"People who are in relationships where they really feel they can count on the other person in times of need, those people's memories stay sharper longer. And the people in relationships where they feel they really can't count on the other one, those are the people who experience earlier memory decline."
(Slightly cynical counterpoint: It might also be that privileged 1930s Harvard graduates had more time and inclination to nurture friendships, because they had more success and financial freedom to begin with.)
Anyway, if you’ve been reading me a while, you know I tend to go back to the Grant Study now and again. It’s got some intriguing lessons, but also, to be honest: People like to read about it, and I’m a capitalist, and I write for a living, so ...
(I hope I can consider all of you as friends, at least as far as this medium can take us, and friends should usually be honest with each other.)
That said, friendships are hard to make, and sometimes harder to keep. I sometimes like to quote the writer and comedian John Mulaney:
I think that’s the greatest miracle of Jesus, truly. He was a 33-year-old man, and he had 12 best friends! And they were not his wife’s friends’ husbands! And he didn’t meet them a long time ago in school!”
He’s right; it certainly can be hard! But if the Harvard folks are right, it’s also important.
OK, I’m excited to hear what you all have to say in response to today’s newsletter, and almost more excited for what I’ll ask you tomorrow.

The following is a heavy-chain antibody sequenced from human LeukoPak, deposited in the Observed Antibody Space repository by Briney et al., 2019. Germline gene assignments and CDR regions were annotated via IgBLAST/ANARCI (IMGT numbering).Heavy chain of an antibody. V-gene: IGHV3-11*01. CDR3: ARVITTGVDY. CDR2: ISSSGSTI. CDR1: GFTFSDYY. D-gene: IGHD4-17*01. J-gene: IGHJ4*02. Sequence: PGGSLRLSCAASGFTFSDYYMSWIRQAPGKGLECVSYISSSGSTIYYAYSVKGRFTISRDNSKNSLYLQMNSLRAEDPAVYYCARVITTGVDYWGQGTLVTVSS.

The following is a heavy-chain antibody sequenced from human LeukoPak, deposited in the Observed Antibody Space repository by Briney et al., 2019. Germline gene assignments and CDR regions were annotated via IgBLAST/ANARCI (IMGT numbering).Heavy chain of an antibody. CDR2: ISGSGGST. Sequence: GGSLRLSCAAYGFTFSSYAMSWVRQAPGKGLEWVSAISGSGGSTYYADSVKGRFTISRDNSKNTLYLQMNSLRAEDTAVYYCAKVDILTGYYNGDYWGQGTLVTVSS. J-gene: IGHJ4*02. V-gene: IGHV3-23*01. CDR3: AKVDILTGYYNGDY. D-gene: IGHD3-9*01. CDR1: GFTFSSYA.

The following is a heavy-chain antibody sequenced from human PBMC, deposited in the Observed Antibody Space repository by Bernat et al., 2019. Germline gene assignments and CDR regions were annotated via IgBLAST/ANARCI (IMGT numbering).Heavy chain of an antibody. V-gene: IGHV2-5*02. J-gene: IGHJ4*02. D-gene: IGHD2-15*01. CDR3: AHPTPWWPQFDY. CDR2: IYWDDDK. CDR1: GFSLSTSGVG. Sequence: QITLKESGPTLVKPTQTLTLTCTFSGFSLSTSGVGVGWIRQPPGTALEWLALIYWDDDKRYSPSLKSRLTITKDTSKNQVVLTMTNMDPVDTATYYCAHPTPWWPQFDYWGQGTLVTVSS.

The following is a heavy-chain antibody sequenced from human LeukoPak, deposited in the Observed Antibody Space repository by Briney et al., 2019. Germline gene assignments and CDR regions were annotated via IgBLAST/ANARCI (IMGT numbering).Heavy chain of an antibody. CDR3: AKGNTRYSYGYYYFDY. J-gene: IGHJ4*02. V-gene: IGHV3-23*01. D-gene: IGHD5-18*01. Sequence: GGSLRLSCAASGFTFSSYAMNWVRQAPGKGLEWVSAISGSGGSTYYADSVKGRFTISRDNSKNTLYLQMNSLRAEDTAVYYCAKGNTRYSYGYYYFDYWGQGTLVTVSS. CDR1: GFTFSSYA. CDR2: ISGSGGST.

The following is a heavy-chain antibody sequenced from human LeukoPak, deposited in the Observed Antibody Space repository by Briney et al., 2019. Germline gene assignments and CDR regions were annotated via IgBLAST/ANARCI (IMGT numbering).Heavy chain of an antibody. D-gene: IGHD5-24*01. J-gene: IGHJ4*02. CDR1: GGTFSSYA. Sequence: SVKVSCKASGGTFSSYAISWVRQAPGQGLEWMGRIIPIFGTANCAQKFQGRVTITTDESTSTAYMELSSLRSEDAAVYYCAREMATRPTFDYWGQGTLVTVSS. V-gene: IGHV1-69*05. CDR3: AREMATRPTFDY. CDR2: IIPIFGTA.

7 other things worth knowing today
Staggering, if true: NATO says it estimates Russian forces have suffered 40,000 casualties since February 25 in Ukraine, including between 7,000 and 15,000 soldiers killed in action (the remainder included wounded, missing, and captured troops). By way of comparison, in the entire 20-year U.S. War on Terror, the United States lost 7,008 service members killed and 50,422 wounded. (AP)
Madeleine Albright, the 64th U.S. secretary of state and the first woman to ever serve in the role, died of cancer, her family said. She was 84. (Twitter)
Just in case I didn’t realize what a difficult business I’ve somehow chosen to work in, reports are that the largest shareholders at BuzzFeed are pushing its CEO to shut down the digital media company’s entire news operation, in favor of its advertising and commerce divisions. (CNBC)
The SEC proposed new rules this week requiring publicly traded companies to disclose risks posed by climate change and by attempts to reduce greenhouse gas emissions. (ArsTechnica)
Prince William and Kate Middleton visited Jamaica this week as part of a tour of Commonwealth countries, where they found protests against the royal family. Now, reports are that the Caribbean country has already begun the process of removing the Queen as head of state and becoming a republic. (Independent)
Don’t worry, I’ll keep the politics down to a dull roar on Understandably. But, I’d like to share this story about the lieutenant governor of Pennsylvania running against U.S. Rep. Connor Lamb for the Democratic nomination for U.S. Senate purely for the eye-catching headline: Will Fetterman Silence Lamb in Pennsylvania Senate Face-Off? (The Daily Beast)
I can’t believe I missed this last month, but as if to prove that nobody in America can agree about anything, and in the wake of California passing a law to phase out gasoline-powered leaf blowers and the city of Atlanta considering one, there’s now a bill in the Georgia state legislature that would prohibit towns from banning them. (Axios)